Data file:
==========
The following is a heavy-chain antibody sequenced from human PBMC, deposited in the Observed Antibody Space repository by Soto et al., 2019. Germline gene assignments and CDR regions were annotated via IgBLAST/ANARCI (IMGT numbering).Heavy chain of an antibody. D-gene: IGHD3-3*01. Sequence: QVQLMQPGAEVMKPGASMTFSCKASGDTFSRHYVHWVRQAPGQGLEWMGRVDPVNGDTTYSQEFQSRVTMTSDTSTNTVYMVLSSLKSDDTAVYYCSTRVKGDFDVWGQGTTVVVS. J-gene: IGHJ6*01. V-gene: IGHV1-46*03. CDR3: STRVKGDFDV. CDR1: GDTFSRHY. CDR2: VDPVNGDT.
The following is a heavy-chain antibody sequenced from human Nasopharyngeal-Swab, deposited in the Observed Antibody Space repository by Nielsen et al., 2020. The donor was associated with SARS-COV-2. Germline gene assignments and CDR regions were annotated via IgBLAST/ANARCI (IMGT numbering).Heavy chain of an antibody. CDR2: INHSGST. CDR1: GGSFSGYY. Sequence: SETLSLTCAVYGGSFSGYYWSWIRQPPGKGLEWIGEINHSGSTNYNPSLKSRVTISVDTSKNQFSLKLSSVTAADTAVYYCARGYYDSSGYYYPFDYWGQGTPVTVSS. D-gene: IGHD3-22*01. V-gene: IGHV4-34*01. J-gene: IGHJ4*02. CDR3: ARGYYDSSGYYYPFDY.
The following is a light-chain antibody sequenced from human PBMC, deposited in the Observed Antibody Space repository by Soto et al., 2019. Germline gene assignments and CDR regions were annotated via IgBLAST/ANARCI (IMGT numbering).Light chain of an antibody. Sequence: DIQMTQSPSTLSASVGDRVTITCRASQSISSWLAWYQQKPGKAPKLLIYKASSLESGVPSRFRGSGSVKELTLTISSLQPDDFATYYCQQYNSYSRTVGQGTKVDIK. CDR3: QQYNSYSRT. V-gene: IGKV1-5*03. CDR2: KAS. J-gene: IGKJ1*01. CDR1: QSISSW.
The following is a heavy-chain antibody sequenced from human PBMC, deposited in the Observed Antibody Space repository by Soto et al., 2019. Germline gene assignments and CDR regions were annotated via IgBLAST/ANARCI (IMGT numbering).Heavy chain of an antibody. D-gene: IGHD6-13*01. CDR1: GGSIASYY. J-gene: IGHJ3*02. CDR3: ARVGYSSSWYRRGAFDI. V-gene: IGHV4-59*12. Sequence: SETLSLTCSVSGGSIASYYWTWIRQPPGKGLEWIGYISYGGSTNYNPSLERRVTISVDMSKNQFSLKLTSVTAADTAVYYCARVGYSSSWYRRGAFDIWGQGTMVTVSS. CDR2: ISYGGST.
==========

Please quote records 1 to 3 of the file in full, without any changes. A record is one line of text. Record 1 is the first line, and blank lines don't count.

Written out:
The following is a heavy-chain antibody sequenced from human PBMC, deposited in the Observed Antibody Space repository by Soto et al., 2019. Germline gene assignments and CDR regions were annotated via IgBLAST/ANARCI (IMGT numbering).Heavy chain of an antibody. D-gene: IGHD3-3*01. Sequence: QVQLMQPGAEVMKPGASMTFSCKASGDTFSRHYVHWVRQAPGQGLEWMGRVDPVNGDTTYSQEFQSRVTMTSDTSTNTVYMVLSSLKSDDTAVYYCSTRVKGDFDVWGQGTTVVVS. J-gene: IGHJ6*01. V-gene: IGHV1-46*03. CDR3: STRVKGDFDV. CDR1: GDTFSRHY. CDR2: VDPVNGDT.
The following is a heavy-chain antibody sequenced from human Nasopharyngeal-Swab, deposited in the Observed Antibody Space repository by Nielsen et al., 2020. The donor was associated with SARS-COV-2. Germline gene assignments and CDR regions were annotated via IgBLAST/ANARCI (IMGT numbering).Heavy chain of an antibody. CDR2: INHSGST. CDR1: GGSFSGYY. Sequence: SETLSLTCAVYGGSFSGYYWSWIRQPPGKGLEWIGEINHSGSTNYNPSLKSRVTISVDTSKNQFSLKLSSVTAADTAVYYCARGYYDSSGYYYPFDYWGQGTPVTVSS. D-gene: IGHD3-22*01. V-gene: IGHV4-34*01. J-gene: IGHJ4*02. CDR3: ARGYYDSSGYYYPFDY.
The following is a light-chain antibody sequenced from human PBMC, deposited in the Observed Antibody Space repository by Soto et al., 2019. Germline gene assignments and CDR regions were annotated via IgBLAST/ANARCI (IMGT numbering).Light chain of an antibody. Sequence: DIQMTQSPSTLSASVGDRVTITCRASQSISSWLAWYQQKPGKAPKLLIYKASSLESGVPSRFRGSGSVKELTLTISSLQPDDFATYYCQQYNSYSRTVGQGTKVDIK. CDR3: QQYNSYSRT. V-gene: IGKV1-5*03. CDR2: KAS. J-gene: IGKJ1*01. CDR1: QSISSW.